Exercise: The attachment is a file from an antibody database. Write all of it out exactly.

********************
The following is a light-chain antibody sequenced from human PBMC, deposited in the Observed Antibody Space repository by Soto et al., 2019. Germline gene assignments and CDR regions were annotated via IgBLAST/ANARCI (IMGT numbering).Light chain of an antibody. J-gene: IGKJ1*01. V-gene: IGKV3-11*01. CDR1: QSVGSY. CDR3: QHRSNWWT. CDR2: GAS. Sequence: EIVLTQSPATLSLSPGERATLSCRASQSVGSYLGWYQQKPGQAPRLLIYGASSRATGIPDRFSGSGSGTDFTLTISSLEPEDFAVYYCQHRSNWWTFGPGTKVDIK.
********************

The following is a light-chain antibody sequenced from human PBMC, deposited in the Observed Antibody Space repository by Soto et al., 2019. Germline gene assignments and CDR regions were annotated via IgBLAST/ANARCI (IMGT numbering).Light chain of an antibody. J-gene: IGKJ1*01. V-gene: IGKV3-11*01. CDR1: QSVGSY. CDR3: QHRSNWWT. CDR2: GAS. Sequence: EIVLTQSPATLSLSPGERATLSCRASQSVGSYLGWYQQKPGQAPRLLIYGASSRATGIPDRFSGSGSGTDFTLTISSLEPEDFAVYYCQHRSNWWTFGPGTKVDIK.